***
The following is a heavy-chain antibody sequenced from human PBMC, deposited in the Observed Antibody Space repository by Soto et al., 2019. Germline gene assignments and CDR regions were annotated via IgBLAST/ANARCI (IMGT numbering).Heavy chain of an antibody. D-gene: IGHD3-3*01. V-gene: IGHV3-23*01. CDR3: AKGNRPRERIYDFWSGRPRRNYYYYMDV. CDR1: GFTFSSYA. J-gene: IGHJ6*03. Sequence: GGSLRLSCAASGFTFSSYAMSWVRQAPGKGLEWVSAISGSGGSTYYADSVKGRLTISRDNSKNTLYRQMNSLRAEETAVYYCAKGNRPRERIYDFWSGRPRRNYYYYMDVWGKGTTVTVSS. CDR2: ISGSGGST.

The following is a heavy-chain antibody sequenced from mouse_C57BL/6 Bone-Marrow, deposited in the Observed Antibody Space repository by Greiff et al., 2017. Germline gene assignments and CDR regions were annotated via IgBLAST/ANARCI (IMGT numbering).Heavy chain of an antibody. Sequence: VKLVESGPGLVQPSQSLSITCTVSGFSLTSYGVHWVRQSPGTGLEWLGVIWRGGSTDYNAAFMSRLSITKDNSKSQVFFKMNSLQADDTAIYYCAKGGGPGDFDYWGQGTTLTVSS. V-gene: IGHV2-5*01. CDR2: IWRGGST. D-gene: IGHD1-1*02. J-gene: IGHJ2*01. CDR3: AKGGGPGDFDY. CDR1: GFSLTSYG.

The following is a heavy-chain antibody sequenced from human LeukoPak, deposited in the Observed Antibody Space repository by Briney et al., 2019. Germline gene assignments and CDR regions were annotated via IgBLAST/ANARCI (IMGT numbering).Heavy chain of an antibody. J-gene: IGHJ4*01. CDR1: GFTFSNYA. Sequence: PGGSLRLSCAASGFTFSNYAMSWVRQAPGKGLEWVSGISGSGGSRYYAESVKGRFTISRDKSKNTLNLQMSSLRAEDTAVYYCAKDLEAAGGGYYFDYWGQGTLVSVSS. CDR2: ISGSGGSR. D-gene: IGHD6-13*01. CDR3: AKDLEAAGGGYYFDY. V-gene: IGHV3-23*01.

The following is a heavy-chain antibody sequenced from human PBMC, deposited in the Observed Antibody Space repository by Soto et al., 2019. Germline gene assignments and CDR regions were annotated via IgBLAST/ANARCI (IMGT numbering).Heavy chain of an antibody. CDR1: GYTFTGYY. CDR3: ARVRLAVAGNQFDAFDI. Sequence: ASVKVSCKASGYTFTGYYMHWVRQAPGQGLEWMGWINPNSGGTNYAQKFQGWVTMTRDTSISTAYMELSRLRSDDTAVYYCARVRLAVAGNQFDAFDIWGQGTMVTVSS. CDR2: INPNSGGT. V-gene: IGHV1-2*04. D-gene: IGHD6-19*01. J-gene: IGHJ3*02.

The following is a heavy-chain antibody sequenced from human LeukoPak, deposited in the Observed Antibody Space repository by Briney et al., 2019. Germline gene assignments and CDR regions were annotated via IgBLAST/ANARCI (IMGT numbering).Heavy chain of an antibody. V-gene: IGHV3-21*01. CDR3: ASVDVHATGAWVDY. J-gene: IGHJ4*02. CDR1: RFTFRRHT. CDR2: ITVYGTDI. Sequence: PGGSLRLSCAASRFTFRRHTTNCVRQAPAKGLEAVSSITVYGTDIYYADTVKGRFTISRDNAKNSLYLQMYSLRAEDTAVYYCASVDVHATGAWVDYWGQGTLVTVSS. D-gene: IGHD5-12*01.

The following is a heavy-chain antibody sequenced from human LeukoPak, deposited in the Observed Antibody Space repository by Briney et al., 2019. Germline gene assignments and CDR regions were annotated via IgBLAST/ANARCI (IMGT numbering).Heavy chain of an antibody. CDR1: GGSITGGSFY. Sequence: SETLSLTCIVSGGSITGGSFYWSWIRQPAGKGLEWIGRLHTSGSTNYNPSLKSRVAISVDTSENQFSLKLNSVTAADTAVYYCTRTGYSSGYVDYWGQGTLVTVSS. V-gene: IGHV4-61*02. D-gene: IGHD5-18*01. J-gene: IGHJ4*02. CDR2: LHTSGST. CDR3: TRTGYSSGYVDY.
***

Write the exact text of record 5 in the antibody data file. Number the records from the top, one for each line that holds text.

The following is a heavy-chain antibody sequenced from human LeukoPak, deposited in the Observed Antibody Space repository by Briney et al., 2019. Germline gene assignments and CDR regions were annotated via IgBLAST/ANARCI (IMGT numbering).Heavy chain of an antibody. V-gene: IGHV3-21*01. CDR3: ASVDVHATGAWVDY. J-gene: IGHJ4*02. CDR1: RFTFRRHT. CDR2: ITVYGTDI. Sequence: PGGSLRLSCAASRFTFRRHTTNCVRQAPAKGLEAVSSITVYGTDIYYADTVKGRFTISRDNAKNSLYLQMYSLRAEDTAVYYCASVDVHATGAWVDYWGQGTLVTVSS. D-gene: IGHD5-12*01.